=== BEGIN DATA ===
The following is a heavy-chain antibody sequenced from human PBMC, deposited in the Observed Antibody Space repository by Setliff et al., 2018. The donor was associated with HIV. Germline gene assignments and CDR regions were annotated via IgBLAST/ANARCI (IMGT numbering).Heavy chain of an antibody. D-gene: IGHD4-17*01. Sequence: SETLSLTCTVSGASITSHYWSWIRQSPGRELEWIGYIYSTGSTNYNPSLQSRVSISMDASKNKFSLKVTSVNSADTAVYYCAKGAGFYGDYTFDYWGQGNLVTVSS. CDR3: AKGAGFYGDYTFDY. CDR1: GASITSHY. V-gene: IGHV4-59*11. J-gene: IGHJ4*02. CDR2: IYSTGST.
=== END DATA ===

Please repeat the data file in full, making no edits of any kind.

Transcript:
The following is a heavy-chain antibody sequenced from human PBMC, deposited in the Observed Antibody Space repository by Setliff et al., 2018. The donor was associated with HIV. Germline gene assignments and CDR regions were annotated via IgBLAST/ANARCI (IMGT numbering).Heavy chain of an antibody. D-gene: IGHD4-17*01. Sequence: SETLSLTCTVSGASITSHYWSWIRQSPGRELEWIGYIYSTGSTNYNPSLQSRVSISMDASKNKFSLKVTSVNSADTAVYYCAKGAGFYGDYTFDYWGQGNLVTVSS. CDR3: AKGAGFYGDYTFDY. CDR1: GASITSHY. V-gene: IGHV4-59*11. J-gene: IGHJ4*02. CDR2: IYSTGST.